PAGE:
2. I enjoyed this post. I’ve been retired for a year, and my husband has been retired for 10 years. This past year has been a period of adjustment. He’s an extrovert, and I’m an introvert. We’re adjusting pretty well to being around each other all the time. It has taken me a year to gradually wind down from a lifetime of working. Best wishes to you and your husband for continuing to enjoy your retirement.
    Carol (“Mimi”) from Home with Mimi

  3. Lori says:

    It seems like you both have achieved a wonderful balance. My husband will never retire. It would drive both of us crazy! Lol!

  4. Laurie says:

    Leanne, I think it’s the best test of any marriage. Sounds like you and your husband have it down!

  5. Laurie says:

    Mimi, Thanks so much and good luck in your transitioning to “the other side.”

  6. Loraine says:

    Thanks for a wonderful article. Very thought provoking. Love your humor, and your photo.

  7. Jessica says:

    This is so lovely. It sure does sound like you are a great team. Enjoy your retirement together. Oh, and be sure to get him a good pair of headphones!

  8. Linda Hobden says:

    My husband & I are exact opposites to you & Randy! I’m more like Randy! LOL!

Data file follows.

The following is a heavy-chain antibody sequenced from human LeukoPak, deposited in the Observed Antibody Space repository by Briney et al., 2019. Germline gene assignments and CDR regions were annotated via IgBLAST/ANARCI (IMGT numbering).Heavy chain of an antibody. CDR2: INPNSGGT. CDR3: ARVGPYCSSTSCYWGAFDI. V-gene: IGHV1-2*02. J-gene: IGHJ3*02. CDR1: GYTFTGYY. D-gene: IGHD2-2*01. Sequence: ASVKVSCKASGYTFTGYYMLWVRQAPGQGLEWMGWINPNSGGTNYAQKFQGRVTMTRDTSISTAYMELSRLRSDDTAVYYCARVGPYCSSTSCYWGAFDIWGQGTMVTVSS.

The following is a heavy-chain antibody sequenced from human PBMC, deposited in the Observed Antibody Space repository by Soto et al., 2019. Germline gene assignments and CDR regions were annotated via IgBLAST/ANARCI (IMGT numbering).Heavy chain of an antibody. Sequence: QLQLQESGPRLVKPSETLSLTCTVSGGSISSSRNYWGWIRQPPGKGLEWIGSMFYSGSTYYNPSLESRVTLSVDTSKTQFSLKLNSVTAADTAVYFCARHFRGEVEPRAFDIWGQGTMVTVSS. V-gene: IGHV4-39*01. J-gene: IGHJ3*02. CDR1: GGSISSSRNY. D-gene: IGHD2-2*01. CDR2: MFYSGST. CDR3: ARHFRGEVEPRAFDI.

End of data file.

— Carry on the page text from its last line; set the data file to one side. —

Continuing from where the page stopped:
9. Laurie Stone says:

    Lori, It has taken adjusting, but so far so good!

  10. Laurie Stone says:

    Loraine, Thanks so much for the kind words.

  11. Laurie Stone says:

    Jessica, Good idea about the headphones! Thank you.

  12. Laurie Stone says:

    Linda, I can’t imagine two of me or two of Randy. It would be quite an experiment.

  13. Hi Laurie! I love your photo and it expresses your post perfectly. Good for you for working it out to create a good marriage. I consider myself very fortunate that my husband and I are far more alike than not. We both love music, both love being outdoors, both love to read and mostly watch the same sort of tv programs….etc., etc. etc. Being so alike is wonderful in many ways but we still have challenges too….like we are both stubborn and like to get our way. 🙂 No matter what, learning to live with another person is always challenging. ~Kathy

  14. Laurie Stone says:

    Kathy, Sounds like you and your husband are very well-suited for each other. That means a lot as the years go by: